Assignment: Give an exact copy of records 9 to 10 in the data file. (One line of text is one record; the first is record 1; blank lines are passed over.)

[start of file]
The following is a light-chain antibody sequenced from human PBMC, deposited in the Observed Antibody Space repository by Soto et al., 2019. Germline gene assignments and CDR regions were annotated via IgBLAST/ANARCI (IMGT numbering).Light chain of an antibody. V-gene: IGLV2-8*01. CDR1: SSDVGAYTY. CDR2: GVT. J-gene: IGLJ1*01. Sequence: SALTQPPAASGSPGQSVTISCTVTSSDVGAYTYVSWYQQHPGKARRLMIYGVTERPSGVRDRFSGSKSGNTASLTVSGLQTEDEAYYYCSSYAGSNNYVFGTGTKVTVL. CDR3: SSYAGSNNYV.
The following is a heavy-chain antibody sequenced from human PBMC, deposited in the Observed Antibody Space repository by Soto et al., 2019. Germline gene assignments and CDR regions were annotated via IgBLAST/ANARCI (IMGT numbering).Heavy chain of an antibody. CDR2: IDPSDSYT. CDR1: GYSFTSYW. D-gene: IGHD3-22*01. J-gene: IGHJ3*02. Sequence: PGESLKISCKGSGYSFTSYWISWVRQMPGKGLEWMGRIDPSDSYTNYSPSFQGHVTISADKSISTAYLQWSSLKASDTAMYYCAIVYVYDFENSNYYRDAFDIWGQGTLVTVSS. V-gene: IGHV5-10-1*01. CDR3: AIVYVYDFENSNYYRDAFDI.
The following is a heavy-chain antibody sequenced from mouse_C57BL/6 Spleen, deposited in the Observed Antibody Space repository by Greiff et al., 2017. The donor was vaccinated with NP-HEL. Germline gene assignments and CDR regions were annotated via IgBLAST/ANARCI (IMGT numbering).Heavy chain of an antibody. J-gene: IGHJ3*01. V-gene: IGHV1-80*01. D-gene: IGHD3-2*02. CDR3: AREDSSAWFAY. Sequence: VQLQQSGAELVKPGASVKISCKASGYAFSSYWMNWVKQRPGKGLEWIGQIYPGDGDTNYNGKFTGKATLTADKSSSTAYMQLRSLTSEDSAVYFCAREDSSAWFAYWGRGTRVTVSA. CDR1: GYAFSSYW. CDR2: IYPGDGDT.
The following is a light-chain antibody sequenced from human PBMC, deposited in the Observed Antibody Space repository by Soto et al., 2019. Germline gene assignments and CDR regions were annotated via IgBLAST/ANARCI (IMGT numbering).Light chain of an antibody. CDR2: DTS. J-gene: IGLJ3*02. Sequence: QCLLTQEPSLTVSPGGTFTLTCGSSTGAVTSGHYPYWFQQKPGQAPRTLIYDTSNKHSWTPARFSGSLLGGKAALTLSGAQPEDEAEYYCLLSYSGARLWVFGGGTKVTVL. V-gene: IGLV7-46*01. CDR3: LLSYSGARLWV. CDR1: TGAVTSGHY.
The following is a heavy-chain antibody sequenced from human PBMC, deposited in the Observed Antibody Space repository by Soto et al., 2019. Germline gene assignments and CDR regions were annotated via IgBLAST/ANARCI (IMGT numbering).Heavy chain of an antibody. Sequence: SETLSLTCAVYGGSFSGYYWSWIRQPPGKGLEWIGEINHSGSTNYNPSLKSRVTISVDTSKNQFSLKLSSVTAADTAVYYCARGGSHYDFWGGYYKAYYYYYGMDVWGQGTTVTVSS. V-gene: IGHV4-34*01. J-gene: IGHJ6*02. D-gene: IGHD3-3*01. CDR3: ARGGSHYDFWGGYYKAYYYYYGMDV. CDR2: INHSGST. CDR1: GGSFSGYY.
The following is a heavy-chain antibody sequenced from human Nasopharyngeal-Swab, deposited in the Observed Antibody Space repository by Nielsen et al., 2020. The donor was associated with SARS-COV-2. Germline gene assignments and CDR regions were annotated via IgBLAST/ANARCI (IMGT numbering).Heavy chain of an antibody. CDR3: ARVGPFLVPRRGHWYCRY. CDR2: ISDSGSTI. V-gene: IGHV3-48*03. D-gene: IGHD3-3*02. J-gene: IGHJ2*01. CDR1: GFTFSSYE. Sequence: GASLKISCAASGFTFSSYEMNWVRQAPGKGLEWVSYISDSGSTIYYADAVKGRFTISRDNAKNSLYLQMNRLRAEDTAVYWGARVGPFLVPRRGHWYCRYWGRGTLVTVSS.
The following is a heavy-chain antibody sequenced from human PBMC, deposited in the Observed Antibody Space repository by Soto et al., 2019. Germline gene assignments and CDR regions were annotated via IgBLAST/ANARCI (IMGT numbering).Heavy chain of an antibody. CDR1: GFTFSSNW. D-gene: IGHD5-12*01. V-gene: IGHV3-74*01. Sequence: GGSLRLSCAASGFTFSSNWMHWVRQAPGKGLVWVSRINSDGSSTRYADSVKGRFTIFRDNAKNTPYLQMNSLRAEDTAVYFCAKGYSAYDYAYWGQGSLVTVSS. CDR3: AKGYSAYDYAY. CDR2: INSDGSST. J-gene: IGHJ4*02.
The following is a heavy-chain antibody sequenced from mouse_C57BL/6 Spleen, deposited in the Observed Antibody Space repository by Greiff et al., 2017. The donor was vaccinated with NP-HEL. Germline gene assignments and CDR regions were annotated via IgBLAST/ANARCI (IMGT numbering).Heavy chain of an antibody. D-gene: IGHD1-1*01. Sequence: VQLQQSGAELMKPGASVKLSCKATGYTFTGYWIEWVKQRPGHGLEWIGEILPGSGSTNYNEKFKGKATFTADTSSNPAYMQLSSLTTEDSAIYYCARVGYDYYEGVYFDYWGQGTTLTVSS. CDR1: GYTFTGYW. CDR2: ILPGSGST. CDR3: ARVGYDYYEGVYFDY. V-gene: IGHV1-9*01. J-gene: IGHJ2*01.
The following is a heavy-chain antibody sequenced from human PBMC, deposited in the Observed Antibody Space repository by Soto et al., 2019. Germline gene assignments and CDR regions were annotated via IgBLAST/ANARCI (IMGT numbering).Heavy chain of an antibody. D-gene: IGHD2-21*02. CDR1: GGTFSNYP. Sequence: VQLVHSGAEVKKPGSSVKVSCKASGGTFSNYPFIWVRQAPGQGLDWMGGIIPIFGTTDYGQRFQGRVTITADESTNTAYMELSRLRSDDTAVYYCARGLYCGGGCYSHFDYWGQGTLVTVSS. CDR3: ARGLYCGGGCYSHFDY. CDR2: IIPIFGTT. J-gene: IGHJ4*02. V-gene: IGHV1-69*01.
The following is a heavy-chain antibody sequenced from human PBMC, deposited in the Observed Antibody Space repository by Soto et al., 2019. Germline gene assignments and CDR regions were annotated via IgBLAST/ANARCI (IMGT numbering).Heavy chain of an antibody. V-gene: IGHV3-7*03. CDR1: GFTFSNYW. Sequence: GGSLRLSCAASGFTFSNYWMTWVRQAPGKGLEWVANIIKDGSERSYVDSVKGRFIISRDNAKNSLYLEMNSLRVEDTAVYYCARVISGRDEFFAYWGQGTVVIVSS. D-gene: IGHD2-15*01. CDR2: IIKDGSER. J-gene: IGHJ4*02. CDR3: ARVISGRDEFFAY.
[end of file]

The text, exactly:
The following is a heavy-chain antibody sequenced from human PBMC, deposited in the Observed Antibody Space repository by Soto et al., 2019. Germline gene assignments and CDR regions were annotated via IgBLAST/ANARCI (IMGT numbering).Heavy chain of an antibody. D-gene: IGHD2-21*02. CDR1: GGTFSNYP. Sequence: VQLVHSGAEVKKPGSSVKVSCKASGGTFSNYPFIWVRQAPGQGLDWMGGIIPIFGTTDYGQRFQGRVTITADESTNTAYMELSRLRSDDTAVYYCARGLYCGGGCYSHFDYWGQGTLVTVSS. CDR3: ARGLYCGGGCYSHFDY. CDR2: IIPIFGTT. J-gene: IGHJ4*02. V-gene: IGHV1-69*01.
The following is a heavy-chain antibody sequenced from human PBMC, deposited in the Observed Antibody Space repository by Soto et al., 2019. Germline gene assignments and CDR regions were annotated via IgBLAST/ANARCI (IMGT numbering).Heavy chain of an antibody. V-gene: IGHV3-7*03. CDR1: GFTFSNYW. Sequence: GGSLRLSCAASGFTFSNYWMTWVRQAPGKGLEWVANIIKDGSERSYVDSVKGRFIISRDNAKNSLYLEMNSLRVEDTAVYYCARVISGRDEFFAYWGQGTVVIVSS. D-gene: IGHD2-15*01. CDR2: IIKDGSER. J-gene: IGHJ4*02. CDR3: ARVISGRDEFFAY.